We estimated early-life and adult SES using exploratory and confirmatory factor analyses applied to available measures of life course SES (eTable 1, http://links.lww.com/EDE/A752). Indicators of early-life SES included father’s educational attainment (0–7, 8–11, 12, >12 years), mother’s educational attainment (0–7, 8–11, 12, >12 years), father’s occupation (manual/unskilled service, professional/white collar), birth in the southern United States (yes/no), and rural residence during childhood (yes/no), assessed retrospectively at baseline with the exception of father’s occupation, which was assessed in 1998. Early-life SES was dichotomized, with roughly the bottom 20% categorized as “low.” Indicators of adult SES included respondent’s educational attainment (<high school, high school/General Educational Development (GED), some college, college+), occupation of respondent’s longest job (manual/unskilled service, professional/white collar), respondent’s labor force status (works full-time/part-time/retired, unemployed/disabled/not in labor force), household income (split into quartiles), and household wealth (split into quartiles), all assessed at enrollment in 1992. Continuous adult SES scores were divided into quartiles for analysis. Further details concerning the measurement of SES are provided in eAppendix A (http://links.lww.com/EDE/A752).
Potentially mediating health behaviors included current smoking, alcohol consumption, and physical inactivity (eTable 2, http://links.lww.com/EDE/A752). Behavioral mediators were lagged one wave before the mortality outcome assessment and are therefore drawn from wave 4 in 1998 through wave 8 in 2006. Current smoking at each visit was measured by asking respondents whether they currently smoke cigarettes. Alcohol consumption at each visit was measured by asking respondents to estimate the number of drinks they had on days they consumed alcohol in the last 3 months. Physical inactivity was measured by asking respondents about the frequency of vigorous physical activity, including sports and physical labor on the job.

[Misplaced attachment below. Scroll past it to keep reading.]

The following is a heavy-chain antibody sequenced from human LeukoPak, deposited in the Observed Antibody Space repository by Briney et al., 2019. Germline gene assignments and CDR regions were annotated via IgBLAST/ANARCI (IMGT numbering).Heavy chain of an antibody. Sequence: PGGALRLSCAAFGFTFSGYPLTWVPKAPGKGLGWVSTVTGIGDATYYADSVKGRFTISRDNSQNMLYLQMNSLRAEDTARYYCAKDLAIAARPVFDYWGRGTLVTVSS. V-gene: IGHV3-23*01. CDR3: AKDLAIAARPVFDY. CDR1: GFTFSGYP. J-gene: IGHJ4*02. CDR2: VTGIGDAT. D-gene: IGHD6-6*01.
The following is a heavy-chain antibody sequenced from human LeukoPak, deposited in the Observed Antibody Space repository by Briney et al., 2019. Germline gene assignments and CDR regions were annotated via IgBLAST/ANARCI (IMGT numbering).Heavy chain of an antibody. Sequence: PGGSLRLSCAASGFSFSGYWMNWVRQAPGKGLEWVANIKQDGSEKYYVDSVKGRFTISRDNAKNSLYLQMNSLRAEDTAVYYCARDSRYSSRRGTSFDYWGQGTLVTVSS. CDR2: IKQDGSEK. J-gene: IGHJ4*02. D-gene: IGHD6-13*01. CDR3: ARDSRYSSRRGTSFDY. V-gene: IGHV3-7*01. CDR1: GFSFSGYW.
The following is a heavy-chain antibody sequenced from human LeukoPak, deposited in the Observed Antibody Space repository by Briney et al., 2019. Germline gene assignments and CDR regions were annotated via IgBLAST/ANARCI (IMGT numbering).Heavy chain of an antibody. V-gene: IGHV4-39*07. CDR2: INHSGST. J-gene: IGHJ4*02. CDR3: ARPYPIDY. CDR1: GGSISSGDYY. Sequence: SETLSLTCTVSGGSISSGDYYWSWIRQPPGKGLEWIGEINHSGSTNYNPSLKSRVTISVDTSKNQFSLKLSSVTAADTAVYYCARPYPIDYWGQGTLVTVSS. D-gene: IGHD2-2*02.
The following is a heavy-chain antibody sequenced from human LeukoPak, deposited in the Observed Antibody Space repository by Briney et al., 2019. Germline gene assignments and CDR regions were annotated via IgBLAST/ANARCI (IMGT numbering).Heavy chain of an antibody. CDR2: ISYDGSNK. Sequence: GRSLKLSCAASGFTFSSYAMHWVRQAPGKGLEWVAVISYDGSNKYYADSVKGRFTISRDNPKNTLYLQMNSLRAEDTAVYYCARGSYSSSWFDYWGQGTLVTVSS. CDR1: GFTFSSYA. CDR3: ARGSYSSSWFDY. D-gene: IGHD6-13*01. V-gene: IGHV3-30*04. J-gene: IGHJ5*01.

All models were adjusted for age at enrollment and sex. Additional baseline confounders included race and early-life SES. Potential time-varying confounders included self-reported health and self-report of doctor’s diagnosis of major medical conditions (i.e., self-report of doctor’s diagnosis of cancer, psychiatric disorder, stroke, heart disease, diabetes) since the respondent’s last interview. Assessments of these time-varying confounders were lagged one wave before health behaviors and were drawn from wave 3 in 1996 through wave 7 in 2004.
Our analytic objective was to estimate the extent to which the association between adult SES (Ai) and all-cause mortality (Yit, where i indexes the individual and t indexes the wave of mortality assessment) was mediated by observed time-varying health behaviors (i.e., smoking, alcohol consumption, and physical inactivity), represented by Mit–1, after accounting for (1) a vector of baseline characteristics, Ci, that included potentially confounding baseline covariates and (2) potentially confounding time-varying covariates, represented by the vector Rit–2.
We began by describing the distribution of potential mediators and confounders at the first wave when they were assessed, as well as the bivariate association between these characteristics and mortality between 1998 and 2008 using two-tailed chi-square tests. Second, we estimated on the risk ratio (RR) scale the age-and sex-adjusted association between adult SES and health behaviors by fitting separate log-linear models regressing smoking, alcohol consumption, and physical inactivity on adult SES, age, and sex. Third, we estimated on the RR scale the age-and sex-adjusted association between health behaviors and mortality by fitting three separate log-linear models regressing mortality (Yit = 1 if participant i died between waves t – 1 and t) on health behaviors.